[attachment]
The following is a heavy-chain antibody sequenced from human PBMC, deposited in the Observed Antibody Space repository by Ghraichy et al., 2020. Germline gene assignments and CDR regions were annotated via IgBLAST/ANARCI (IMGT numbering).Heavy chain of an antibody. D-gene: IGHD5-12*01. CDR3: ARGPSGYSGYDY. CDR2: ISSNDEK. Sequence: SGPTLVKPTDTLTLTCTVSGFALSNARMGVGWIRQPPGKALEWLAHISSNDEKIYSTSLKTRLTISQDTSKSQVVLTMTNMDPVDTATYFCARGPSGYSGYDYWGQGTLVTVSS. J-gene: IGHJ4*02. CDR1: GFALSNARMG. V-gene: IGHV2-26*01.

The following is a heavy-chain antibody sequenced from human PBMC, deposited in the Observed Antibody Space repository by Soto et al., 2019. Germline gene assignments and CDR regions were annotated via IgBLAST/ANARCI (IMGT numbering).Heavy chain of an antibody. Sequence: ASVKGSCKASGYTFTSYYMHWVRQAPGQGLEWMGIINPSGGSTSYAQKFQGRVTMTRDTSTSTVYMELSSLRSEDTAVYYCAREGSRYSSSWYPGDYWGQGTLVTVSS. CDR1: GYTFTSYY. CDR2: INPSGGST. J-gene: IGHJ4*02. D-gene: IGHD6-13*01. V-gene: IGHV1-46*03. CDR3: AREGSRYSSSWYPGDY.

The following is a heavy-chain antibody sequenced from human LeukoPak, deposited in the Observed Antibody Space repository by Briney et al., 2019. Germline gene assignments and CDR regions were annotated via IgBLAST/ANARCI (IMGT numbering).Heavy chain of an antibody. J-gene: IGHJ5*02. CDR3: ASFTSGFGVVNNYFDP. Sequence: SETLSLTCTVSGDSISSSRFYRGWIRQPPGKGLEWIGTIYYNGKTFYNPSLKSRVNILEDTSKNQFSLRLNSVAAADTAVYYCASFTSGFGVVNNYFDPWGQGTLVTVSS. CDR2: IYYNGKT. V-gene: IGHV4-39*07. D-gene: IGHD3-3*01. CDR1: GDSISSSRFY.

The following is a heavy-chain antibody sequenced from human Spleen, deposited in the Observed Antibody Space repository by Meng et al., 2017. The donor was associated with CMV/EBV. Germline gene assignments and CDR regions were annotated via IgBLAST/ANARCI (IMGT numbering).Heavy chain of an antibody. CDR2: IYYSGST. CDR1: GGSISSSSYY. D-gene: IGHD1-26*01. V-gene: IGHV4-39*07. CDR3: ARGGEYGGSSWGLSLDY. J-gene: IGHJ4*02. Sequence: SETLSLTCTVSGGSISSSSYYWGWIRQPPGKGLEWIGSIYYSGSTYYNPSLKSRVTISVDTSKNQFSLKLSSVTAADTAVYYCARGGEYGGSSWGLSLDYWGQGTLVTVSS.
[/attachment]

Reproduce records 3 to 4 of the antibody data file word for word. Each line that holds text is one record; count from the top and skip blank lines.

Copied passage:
The following is a heavy-chain antibody sequenced from human LeukoPak, deposited in the Observed Antibody Space repository by Briney et al., 2019. Germline gene assignments and CDR regions were annotated via IgBLAST/ANARCI (IMGT numbering).Heavy chain of an antibody. J-gene: IGHJ5*02. CDR3: ASFTSGFGVVNNYFDP. Sequence: SETLSLTCTVSGDSISSSRFYRGWIRQPPGKGLEWIGTIYYNGKTFYNPSLKSRVNILEDTSKNQFSLRLNSVAAADTAVYYCASFTSGFGVVNNYFDPWGQGTLVTVSS. CDR2: IYYNGKT. V-gene: IGHV4-39*07. D-gene: IGHD3-3*01. CDR1: GDSISSSRFY.

The following is a heavy-chain antibody sequenced from human Spleen, deposited in the Observed Antibody Space repository by Meng et al., 2017. The donor was associated with CMV/EBV. Germline gene assignments and CDR regions were annotated via IgBLAST/ANARCI (IMGT numbering).Heavy chain of an antibody. CDR2: IYYSGST. CDR1: GGSISSSSYY. D-gene: IGHD1-26*01. V-gene: IGHV4-39*07. CDR3: ARGGEYGGSSWGLSLDY. J-gene: IGHJ4*02. Sequence: SETLSLTCTVSGGSISSSSYYWGWIRQPPGKGLEWIGSIYYSGSTYYNPSLKSRVTISVDTSKNQFSLKLSSVTAADTAVYYCARGGEYGGSSWGLSLDYWGQGTLVTVSS.